Utterly without subtlety, but there's little enough out there addressing the needs of transgender children that this can be...



Each sparkling, tap-happy screen of this version of the earnest 2010 book radiates the same relentless, if praiseworthy “Cherish Their Differences” message.

Literally radiates: Touching any character and many background details sets off spreading ripples of semitransparent heart shapes and, often, tinkling chimes too. The short text is a mother’s love note to her 4-year-old son, who enjoys wearing “girly dresses,” twirling like a ballerina and wearing a tiara. Noting that the lad is also lovingly accepted by his older brother, his father and playmates but not always by others, the narrator goes on to ask leading questions (“Would you laugh at him?”). Scripted responses follow (“I will not laugh at him”), appearing on translucent overlays in very large letters when certain lines of text are tapped. In the cartoon illustrations, stars pop into view and rise through pink skies as touches send balls bouncing, cause flowers to emit rapid drumbeats and make the boy (who looks considerably older than 4) and the other weirdly faceless human figures dance. An interactive counting game is shoehorned in midway through. “My Princess Boy is your Princess Boy,” the narrative concludes obscurely—a sentiment hinting that parents may have been the author’s intended audience all along.

Utterly without subtlety, but there's little enough out there addressing the needs of transgender children that this can be comfortably overlooked. (iPad bibliotherapy app. 6-8, adult)

Pub Date: Nov. 2, 2011


Page Count: -

Publisher: KDT Media

Review Posted Online: Nov. 28, 2011

Kirkus Reviews Issue: Dec. 15, 2011

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Like an ocean-going “Lion and the Mouse,” a humpback whale and a snail “with an itchy foot” help each other out in this cheery travelogue. Responding to a plaintive “Ride wanted around the world,” scrawled in slime on a coastal rock, whale picks up snail, then sails off to visit waters tropical and polar, stormy and serene before inadvertently beaching himself. Off hustles the snail, to spur a nearby community to action with another slimy message: “SAVE THE WHALE.” Donaldson’s rhyme, though not cumulative, sounds like “The house that Jack built”—“This is the tide coming into the bay, / And these are the villagers shouting, ‘HOORAY!’ / As the whale and the snail travel safely away. . . .” Looking in turn hopeful, delighted, anxious, awed, and determined, Scheffler’s snail, though tiny next to her gargantuan companion, steals the show in each picturesque seascape—and upon returning home, provides so enticing an account of her adventures that her fellow mollusks all climb on board the whale’s tail for a repeat voyage. Young readers will clamor to ride along. (Picture book. 6-8)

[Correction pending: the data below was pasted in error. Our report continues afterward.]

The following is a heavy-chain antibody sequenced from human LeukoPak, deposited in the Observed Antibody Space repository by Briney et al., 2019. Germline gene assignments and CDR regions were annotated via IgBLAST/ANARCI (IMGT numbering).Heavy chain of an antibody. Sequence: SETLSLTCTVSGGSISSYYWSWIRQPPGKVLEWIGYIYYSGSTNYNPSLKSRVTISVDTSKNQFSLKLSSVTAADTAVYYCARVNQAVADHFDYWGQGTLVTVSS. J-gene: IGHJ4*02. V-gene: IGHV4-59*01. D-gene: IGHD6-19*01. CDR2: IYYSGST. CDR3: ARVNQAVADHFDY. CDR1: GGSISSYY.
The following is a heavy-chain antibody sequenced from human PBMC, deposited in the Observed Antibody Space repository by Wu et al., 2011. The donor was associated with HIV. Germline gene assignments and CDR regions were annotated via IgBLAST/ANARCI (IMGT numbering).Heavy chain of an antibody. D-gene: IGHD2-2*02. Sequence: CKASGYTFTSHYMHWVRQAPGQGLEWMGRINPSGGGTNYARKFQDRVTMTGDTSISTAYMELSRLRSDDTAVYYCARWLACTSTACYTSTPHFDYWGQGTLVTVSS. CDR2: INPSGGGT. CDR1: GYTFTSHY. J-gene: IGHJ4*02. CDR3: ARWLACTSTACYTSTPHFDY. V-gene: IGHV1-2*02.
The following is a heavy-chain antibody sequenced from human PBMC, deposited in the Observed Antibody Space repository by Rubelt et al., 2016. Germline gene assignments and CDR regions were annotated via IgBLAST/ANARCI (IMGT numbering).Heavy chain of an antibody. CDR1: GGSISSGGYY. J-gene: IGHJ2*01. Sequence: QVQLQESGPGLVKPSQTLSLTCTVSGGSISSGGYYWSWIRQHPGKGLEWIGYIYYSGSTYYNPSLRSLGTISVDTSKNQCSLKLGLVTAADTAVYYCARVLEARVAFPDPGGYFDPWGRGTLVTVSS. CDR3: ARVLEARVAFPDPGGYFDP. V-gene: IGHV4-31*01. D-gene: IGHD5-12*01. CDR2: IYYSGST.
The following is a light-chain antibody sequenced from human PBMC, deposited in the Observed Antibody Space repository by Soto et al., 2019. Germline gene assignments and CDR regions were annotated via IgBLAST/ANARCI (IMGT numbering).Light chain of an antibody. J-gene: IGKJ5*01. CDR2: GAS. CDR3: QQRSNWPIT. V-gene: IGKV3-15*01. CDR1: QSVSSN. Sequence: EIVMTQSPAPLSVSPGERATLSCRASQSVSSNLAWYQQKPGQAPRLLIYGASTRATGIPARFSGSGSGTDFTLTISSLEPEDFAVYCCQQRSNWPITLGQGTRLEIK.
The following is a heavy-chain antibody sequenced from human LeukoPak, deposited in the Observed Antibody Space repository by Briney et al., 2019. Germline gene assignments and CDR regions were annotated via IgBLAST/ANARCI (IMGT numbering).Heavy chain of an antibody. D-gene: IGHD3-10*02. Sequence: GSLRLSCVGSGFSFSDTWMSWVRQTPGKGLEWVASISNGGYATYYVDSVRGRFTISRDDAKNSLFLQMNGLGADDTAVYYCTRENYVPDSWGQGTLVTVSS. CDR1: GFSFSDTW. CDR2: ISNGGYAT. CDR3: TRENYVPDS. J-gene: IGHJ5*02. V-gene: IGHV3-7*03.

Pub Date: March 1, 2004

ISBN: 0-8037-2922-7

Page Count: 32

Publisher: Dial Books

Review Posted Online: May 20, 2010

Kirkus Reviews Issue: Feb. 15, 2004

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A trite, knock-off sequel to Jumanji (1981). The “Jumanji” box distracts Walter Budwing away from beating up on his little brother Danny, but it’s Danny who discovers the Zathura board inside—and in no time, Earth is far behind, a meteor has smashed through the roof, and a reptilian Zyborg pirate is crawling through the hole. Each throw of the dice brings an ominous new development, portrayed in grainy, penciled freeze frames featuring sculptured-looking figures in constricted, almost claustrophobic settings. The angles of view are, as always, wonderfully dramatic, but not only is much of the finer detail that contributed to Jumanji’s astonishing realism missing, the spectacular damage being done to the Budwings’ house as the game progresses is, by and large, only glimpsed around the picture edges. Naturally, having had his bacon repeatedly saved by his younger sibling’s quick thinking, once Walter falls through a black hole to a time preceding the game’s start, his attitude toward Danny undergoes a sudden, radical transformation. Van Allsburg’s imagination usually soars right along with his accomplished art—but here, both are just running in place. (Picture book. 6-8)

Pub Date: Oct. 28, 2002

ISBN: 0-618-25396-3

Page Count: 32

Publisher: Houghton Mifflin

Review Posted Online: May 20, 2010

Kirkus Reviews Issue: Oct. 1, 2002

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